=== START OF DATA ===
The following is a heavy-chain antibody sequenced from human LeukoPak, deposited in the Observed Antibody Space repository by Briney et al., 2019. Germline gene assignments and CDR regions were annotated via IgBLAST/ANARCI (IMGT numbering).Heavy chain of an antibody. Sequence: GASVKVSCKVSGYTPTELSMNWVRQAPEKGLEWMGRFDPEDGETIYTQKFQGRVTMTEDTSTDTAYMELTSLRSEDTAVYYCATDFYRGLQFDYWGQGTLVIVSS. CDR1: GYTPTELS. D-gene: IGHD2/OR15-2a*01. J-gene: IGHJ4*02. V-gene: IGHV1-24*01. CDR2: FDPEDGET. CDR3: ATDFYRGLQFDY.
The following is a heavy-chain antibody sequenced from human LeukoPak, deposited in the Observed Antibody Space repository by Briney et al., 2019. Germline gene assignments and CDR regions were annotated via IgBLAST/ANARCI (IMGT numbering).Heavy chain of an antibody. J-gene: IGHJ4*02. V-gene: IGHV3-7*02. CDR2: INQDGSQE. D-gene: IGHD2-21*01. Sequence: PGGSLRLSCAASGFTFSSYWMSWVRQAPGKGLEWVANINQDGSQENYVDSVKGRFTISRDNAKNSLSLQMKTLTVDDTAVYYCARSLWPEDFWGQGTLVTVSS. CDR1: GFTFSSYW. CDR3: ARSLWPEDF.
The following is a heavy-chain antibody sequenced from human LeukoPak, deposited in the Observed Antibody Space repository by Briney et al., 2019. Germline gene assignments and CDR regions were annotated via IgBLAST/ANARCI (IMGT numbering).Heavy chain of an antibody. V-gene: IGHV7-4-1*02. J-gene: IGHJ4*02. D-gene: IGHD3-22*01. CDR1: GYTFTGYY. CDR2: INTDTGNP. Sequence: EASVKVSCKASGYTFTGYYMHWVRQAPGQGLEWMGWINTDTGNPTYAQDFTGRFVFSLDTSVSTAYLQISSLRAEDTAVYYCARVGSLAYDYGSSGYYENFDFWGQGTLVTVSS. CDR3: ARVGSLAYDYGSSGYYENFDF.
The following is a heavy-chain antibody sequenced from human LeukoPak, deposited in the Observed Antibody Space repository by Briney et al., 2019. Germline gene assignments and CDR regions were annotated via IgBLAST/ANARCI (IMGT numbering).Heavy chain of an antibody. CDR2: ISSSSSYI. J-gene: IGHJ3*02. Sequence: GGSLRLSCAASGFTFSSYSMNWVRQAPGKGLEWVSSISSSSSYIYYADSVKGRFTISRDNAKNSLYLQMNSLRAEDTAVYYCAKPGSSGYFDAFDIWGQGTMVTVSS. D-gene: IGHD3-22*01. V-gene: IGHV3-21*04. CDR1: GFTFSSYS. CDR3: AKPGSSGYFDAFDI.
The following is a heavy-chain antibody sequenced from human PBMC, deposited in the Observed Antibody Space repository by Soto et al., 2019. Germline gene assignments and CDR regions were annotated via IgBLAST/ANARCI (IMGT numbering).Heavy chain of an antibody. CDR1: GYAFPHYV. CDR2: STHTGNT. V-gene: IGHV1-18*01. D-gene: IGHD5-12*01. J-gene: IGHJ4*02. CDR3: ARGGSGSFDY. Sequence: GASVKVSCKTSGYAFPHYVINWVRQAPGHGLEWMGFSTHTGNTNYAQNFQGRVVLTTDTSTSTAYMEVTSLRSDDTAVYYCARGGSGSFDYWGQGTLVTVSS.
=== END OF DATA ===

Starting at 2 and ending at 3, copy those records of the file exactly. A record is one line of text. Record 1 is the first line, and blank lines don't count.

The following is a heavy-chain antibody sequenced from human LeukoPak, deposited in the Observed Antibody Space repository by Briney et al., 2019. Germline gene assignments and CDR regions were annotated via IgBLAST/ANARCI (IMGT numbering).Heavy chain of an antibody. J-gene: IGHJ4*02. V-gene: IGHV3-7*02. CDR2: INQDGSQE. D-gene: IGHD2-21*01. Sequence: PGGSLRLSCAASGFTFSSYWMSWVRQAPGKGLEWVANINQDGSQENYVDSVKGRFTISRDNAKNSLSLQMKTLTVDDTAVYYCARSLWPEDFWGQGTLVTVSS. CDR1: GFTFSSYW. CDR3: ARSLWPEDF.
The following is a heavy-chain antibody sequenced from human LeukoPak, deposited in the Observed Antibody Space repository by Briney et al., 2019. Germline gene assignments and CDR regions were annotated via IgBLAST/ANARCI (IMGT numbering).Heavy chain of an antibody. V-gene: IGHV7-4-1*02. J-gene: IGHJ4*02. D-gene: IGHD3-22*01. CDR1: GYTFTGYY. CDR2: INTDTGNP. Sequence: EASVKVSCKASGYTFTGYYMHWVRQAPGQGLEWMGWINTDTGNPTYAQDFTGRFVFSLDTSVSTAYLQISSLRAEDTAVYYCARVGSLAYDYGSSGYYENFDFWGQGTLVTVSS. CDR3: ARVGSLAYDYGSSGYYENFDF.